There are so many vortex shawl patterns out there recently but nobody seems to really understand how this all works. What shapes a vortex? Or even: What the heck is a vortex anyway?
What Are Vortex Shawls?
In fluid dynamics, a vortex is a region in a fluid in which the flow is rotating around an axis line, which may be straight or curved. The plural of vortex is either vortices or vortexes.
Translated to knitting, vortices are a kind of curved triangles. It’s basically a part of a true vortex, but let’s call them vortex shawls to avoid obscurity.
The Construction of Vortex Shawls
Vortex shawls are best started from the tip. Cast on a few stitches and knit away, following the construction principle of vortex shawls: it’s all about asymmetrical increases!
Vortices are triangles but shaped by asynchronous asymmetrical increases, which means to increase more stitches on one side of the triangle than the other- but not regularly.
No idea what I’m talking about? Let’s start simple.
Vortex shawls are based on are triangles worked sideways. Starting with a few stitches (say, three) we increase regularly but on one side only – the result is a triangle. If we increase one stitch every other row the resulting angle of this triangle is approximately 45°, depending on your gauge.
We want a vortex shape not a triangle so we need additional decreases on the left edge. Decreasing regularly (as shown below) is the next logical step. In the picture below additional decreases are worked on the left edge of our triangle, resulting in a kind of distorted triangle shape.
The trick forming a vortex shawl from this distorted triangle is to decrease asynchronously. In the picture above we increase one stitch every row and decrease one stitch every other row. What we need to shape a vortex is to decrease more stitches at once: two stitches every fourth row, or three stitches every sixth row for instance, still based on one increase per row on the right edge as shown in the picture below.
When working a vortex we increase continually on one side (e.g. increase one stitch every row) and decrease a certain amount of stitches at certain points (e.g. decrease three stitches every sixth row).
In our example we increase one stitch every row and decrease three every sixth row. In total, we increase three stitches in six rows. The trick is to do it asynchronously!
Pattern Template: Vortex Shawls
- CO 5 sts and purl one row.
- Next Row (RS): K1, YO, k to end of row.
- Next Row (WS): K to last stitch, YO, k1.
- Repeat the last two rows 2 times more.
- Next Row: K1, k4tog, k to last stitch, YO, k1.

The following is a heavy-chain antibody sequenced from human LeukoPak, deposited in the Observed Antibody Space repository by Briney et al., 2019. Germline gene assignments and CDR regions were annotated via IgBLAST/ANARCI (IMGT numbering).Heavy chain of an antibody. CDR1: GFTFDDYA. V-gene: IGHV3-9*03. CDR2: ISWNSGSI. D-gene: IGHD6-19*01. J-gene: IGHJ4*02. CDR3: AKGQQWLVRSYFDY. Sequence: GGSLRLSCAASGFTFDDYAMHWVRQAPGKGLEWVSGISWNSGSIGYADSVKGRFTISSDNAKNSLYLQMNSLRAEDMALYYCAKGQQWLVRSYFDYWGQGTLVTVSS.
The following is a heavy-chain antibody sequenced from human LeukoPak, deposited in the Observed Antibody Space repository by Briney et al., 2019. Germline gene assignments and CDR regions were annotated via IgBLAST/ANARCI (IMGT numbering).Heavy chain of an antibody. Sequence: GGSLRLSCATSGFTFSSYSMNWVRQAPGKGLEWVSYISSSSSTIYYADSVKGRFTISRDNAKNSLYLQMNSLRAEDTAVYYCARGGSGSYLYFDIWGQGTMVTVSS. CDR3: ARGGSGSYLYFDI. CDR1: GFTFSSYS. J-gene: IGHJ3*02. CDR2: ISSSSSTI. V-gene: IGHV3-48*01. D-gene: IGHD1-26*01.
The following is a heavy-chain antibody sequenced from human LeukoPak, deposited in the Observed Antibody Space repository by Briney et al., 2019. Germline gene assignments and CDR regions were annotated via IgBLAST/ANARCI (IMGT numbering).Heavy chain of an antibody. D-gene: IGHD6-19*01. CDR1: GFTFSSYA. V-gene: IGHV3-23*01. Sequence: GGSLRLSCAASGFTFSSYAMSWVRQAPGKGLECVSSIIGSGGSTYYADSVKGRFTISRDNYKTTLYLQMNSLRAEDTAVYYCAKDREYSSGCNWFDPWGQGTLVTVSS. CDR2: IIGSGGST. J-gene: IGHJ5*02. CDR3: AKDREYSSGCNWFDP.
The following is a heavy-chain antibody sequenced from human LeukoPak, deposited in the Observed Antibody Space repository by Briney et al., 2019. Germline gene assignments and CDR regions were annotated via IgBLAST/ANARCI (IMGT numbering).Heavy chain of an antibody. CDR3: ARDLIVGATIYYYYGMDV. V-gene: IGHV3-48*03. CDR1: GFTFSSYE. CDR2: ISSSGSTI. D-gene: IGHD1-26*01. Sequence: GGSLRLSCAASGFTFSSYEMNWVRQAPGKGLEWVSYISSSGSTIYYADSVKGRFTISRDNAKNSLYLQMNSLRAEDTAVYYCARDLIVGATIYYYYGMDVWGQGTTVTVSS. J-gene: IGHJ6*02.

- Repeat the last six rows until shawl is of desired size.
How Does the Vortex Shape Get Its Shape?
Question of the day: “How do you achieve a vortex shape in shawl knitting?”
Well, the answer is simple: by introducing asymmetrical decreases on one edge of the shawl. But this answer actually raises more questions: why the heck is that?
What Turns A Triangle Into a Vortex Panel?
I tried to answer this question in detail while working on the chapter on vortex and swirl shawls of Shawl Design in Plain English: Fancy Shawl Shapes: the key to vortex panels are asynchronous increases.
Assume we are knitting a vortex shawl with the following parameters: one increase every row combined with three bound off stitches every sixth row. This results in a total of one stitch increased every second row. (6 – 3 = 3 total stitches increased in 6 rows (1 in 6), cancelling out results 1 stitch increased every second row – 1 in 2).
Theoretically, it should look like shown below. (Gray: normal stitches, green: increased stitches, magenta: decreased / bound off stitches).
But it does not. The result is a vortex. Why? Because we are not knitting vertically! The actual knitting direction is an arc, as shown below.
This is what turns a triangle into a vortex. The knitting direction as shown above (the black arrow).
The shape shown above is the basis for each and every vortex shawl and swirl shawl. More than one of this shapes can be combined, and if the number of panels is matched against the increase angle, a swirl shawl (a circular shawl in fact, but with a different construction method as described in Shawl Design for Everybody: Circular Shawls).
Combinations of Vortex Panels: Fans and Swirl Shawls
If some vortex panels are combined, fan-like shapes are the result.
Swirl Shawls: How Many Panels?
When it comes to swirl shawls, it’s very important to match the increase angle with the number of vortex panels worked in the round.
Details are provided in the volume three of my book Shawl Design in Plain English: Fancy Shawl Shapes.
Any more questions? I’m happy to hear them!
Is This Really the World’s First Guide to Knitting Vortex Shawls?
I can hardly believe this is true but it seems nobody has written a guide to vortex shawls before. Did you find one? Let me know by leaving a comment below!
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